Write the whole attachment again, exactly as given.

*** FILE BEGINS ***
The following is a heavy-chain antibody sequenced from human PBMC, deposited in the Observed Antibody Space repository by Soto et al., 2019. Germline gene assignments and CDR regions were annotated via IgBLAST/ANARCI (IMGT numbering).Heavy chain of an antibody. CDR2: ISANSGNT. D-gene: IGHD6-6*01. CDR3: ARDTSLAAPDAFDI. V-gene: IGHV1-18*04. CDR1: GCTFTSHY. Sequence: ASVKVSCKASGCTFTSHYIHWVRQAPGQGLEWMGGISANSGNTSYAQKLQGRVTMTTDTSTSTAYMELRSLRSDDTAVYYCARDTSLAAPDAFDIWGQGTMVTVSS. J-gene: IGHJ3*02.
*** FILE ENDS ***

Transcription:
The following is a heavy-chain antibody sequenced from human PBMC, deposited in the Observed Antibody Space repository by Soto et al., 2019. Germline gene assignments and CDR regions were annotated via IgBLAST/ANARCI (IMGT numbering).Heavy chain of an antibody. CDR2: ISANSGNT. D-gene: IGHD6-6*01. CDR3: ARDTSLAAPDAFDI. V-gene: IGHV1-18*04. CDR1: GCTFTSHY. Sequence: ASVKVSCKASGCTFTSHYIHWVRQAPGQGLEWMGGISANSGNTSYAQKLQGRVTMTTDTSTSTAYMELRSLRSDDTAVYYCARDTSLAAPDAFDIWGQGTMVTVSS. J-gene: IGHJ3*02.